Formation of soluble oligomers and amyloid fibrils with physical properties of the scrapie isoform of the prion protein from the C-terminal domain of recombinant murine prion protein mPrP-(121-231)

Samantha M Martins, Dóris J Frosoni, Ana M Blanco Martinez, Fernanda G De Felice, Sérgio T Ferreira
Journal of Biological Chemistry 2006 September 8, 281 (36): 26121-8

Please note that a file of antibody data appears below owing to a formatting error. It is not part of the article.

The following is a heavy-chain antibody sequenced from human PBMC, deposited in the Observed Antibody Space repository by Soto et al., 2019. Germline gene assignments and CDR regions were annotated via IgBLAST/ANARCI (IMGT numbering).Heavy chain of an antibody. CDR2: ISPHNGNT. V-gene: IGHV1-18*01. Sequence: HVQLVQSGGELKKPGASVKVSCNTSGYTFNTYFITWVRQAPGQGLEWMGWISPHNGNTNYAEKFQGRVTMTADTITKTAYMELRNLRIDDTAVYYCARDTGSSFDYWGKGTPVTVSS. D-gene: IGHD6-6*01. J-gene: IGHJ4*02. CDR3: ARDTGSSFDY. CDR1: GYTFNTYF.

Prion diseases are fatal neurodegenerative disorders associated with conformational conversion of the cellular prion protein, PrP(C), into a misfolded, protease-resistant form, PrP(Sc). Here we show, for the first time, the oligomerization and fibrillization of the C-terminal domain of murine PrP, mPrP-(121-231), which lacks the entire unstructured N-terminal domain of the protein. In particular, the construct we used lacks amino acid residues 106-120 from the so-called amyloidogenic core of PrP (residues 106-126). Amyloid formation was accompanied by acquisition of resistance to proteinase K digestion. Aggregation of mPrP-(121-231) was investigated using a combination of biophysical and biochemical techniques at pH 4.0, 5.5, and 7.0 and at 37 and 65 degrees C. Under partially denaturing conditions (65 degrees C), aggregates of different morphologies ranging from soluble oligomers to mature amyloid fibrils of mPrP-(121-231) were formed. Transmission electron microscopy analysis showed that roughly spherical aggregates were readily formed when the protein was incubated at pH 5.5 and 65 degrees C for 1 h, whereas prolonged incubation led to the formation of mature amyloid fibrils. Samples incubated at 65 degrees C at pH 4.0 or 7.0 presented an initial mixture of oligomers and protofibrils or fibrils. Electrophoretic analysis of samples incubated at 65 degrees C revealed formation of sodium dodecyl sulfate-resistant oligomers (dimers, trimers, and tetramers) and higher molecular weight aggregates of mPrP-(121-231). These results demonstrate that formation of an amyloid form with physical properties of PrP(Sc) can be achieved in the absence of the flexible N-terminal domain and, in particular, of residues 106-120 of PrP and does not require other cellular factors or a PrP(Sc) template.

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